The importance attained by the game of base ball is realized where it is known that in a recent dispute between two league clubs, it was necessary to use the machinery of the Supreme Court to compel a certain phenomenal pitcher to leave his position on the field, and desist from further disregarding the terms of au alleged contract with the rival club. Counsel for the parties procuring the injunction, in an argument opposing a motion to vacate the same, stated that the defendant phenomenon was an in and out, up and down, ambi-dexter pitcher with ten separate and distinct corkscrew curves. At this point he was interrupted by Judge Donohue, before whom the motion was argued, who stated that he had never seen a game of base ball in his life, that he used to play three-oldcat when a boy, and then thought there was one too many. After elaborate argument and the examination of the rules of the various associations, the injunction was vacated, the suit discontinued, and the multi-curve pitcher sent on his way rejoicing.

I had occasion some time since to retain Judge Hough, of St. Louis, in a suit which I desired to bring there. The judge will be remembered by many of your readers for his able opinions, written while he was chief justice of the court of last resort in the State of Missouri. A more polished gentleman or abler lawyer there is not in the State. While dining together one day, we were speaking of the many kinds of knowledge useful to a praticing lawyer. Yes, said the judge, there is no kind of knowledge that sooner or later will not be useful to a busy lawyer. To illustrate he said: Some years ago a man in the southern part of the State was tried for killing some wild pigs which belonged to a neighbor. The only witness of the prosecution, who swore to the killing, said he saw the defendant in the act. The young lawyer for the defendant, in cross-examining the witness, asked if the swine made much noise when they were stuck. The witness to make a most profound impression turned in his chair and said: 'Jedge, I never heard such all fired squealin' in my life." Defendant's counsel at this point addressed the court and said: "I ask your Honor to take judicial notice of the fact that a wild hog never squeals." He did, and the prisoner was acquitted. DEMOT ENMOT.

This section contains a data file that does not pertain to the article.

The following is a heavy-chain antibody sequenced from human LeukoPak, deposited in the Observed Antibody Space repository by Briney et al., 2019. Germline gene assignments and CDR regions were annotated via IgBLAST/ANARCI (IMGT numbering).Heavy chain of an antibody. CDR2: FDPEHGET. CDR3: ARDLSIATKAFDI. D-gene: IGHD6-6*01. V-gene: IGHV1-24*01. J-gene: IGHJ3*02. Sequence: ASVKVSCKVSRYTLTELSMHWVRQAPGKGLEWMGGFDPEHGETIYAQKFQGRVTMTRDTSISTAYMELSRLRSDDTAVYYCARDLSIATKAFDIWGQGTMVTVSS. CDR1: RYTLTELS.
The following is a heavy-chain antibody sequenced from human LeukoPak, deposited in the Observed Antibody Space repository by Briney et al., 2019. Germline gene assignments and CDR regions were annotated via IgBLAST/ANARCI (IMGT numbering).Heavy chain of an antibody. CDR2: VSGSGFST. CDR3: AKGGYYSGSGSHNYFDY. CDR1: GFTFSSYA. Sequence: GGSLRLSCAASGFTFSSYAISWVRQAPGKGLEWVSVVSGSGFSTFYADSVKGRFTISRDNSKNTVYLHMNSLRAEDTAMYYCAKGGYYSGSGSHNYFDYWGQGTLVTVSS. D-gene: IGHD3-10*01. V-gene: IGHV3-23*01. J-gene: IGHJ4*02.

NEW YORK, Oct. 18, 1886.

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CORRESPONDENCE.

INCONSISTENCIES IN THE CODE OF CRIMINAL PRO

CEDURE.

Editor of the Albany Law Journal:

The communication of J. B. Daily, of Prattsville, which appeared in your issue of October 16th, calls attention to one of the inconsistencies in the Code of Criminal Procedure, which the Legislature has been twice requested to remove. An article was written for the LAW JOURNAL in 1882, and another in 1886, which set forth this and various other absurdities of the Code. The last article was supplemented by a very interesting one by Mr. Dunn, of Champlain. At the request of many of the prosecuting attorneys of the State, a bill was prepared last winter with great care, correcting many of the plain and unquestionable inconsistencies of the Criminal Code. This bill was introduced March 25th (Senate bill, No. 475). It was referred to the Judiciary Committee, reported for consideration to the Senate and committed to the committee of the whole and ordered when printed, to be recommitted to the committee on judiciary, and then it slept the sleep of all pigeonholed bills. Subsequent inquiry showed that not a senator had given the bill sufficient consideration to understand, or for

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a moment discuss its provisions. The Legislature
seemed to have time enough to consider a fresh sup-
ply of Mr. Field's Codes, but too little time to con-
sider the plainest absurdities, inconsistencies, and in-
congruities of the Codes we have. In justice to Mr.
Field it should be said that most of the defects men-
tioned are produced by crude amendments to the
Code, for which Mr. Field is not responsible.
Mr. Daily can write enough, scold enough, or draw
bills enough to push the next Legislature into correct-
ing the Codes we have before adopting more, he will
perform a service for which the bar having to deal
with criminal law will be under great obligation. If
Mr. Daily will set up a cry from Greene, Mr. Dunn
will join from Clinton, and by that time I may have
summoned sufficient new courage in St. Lawrence,
and among us we may make enough noise to attract
the attention of the law makers at Albany.
L. C. LANG.

BRASHER FALLS, N. Y., Oct. 16, 1886.

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Allibone's Dictionary of Authors, title Grant, James. There is another work entitled "Law and Lawyers," two volumes, octavo, published in London, 1840, by Longman, Orme, Green & Longmans, the author of which is not given in the volumes. Who he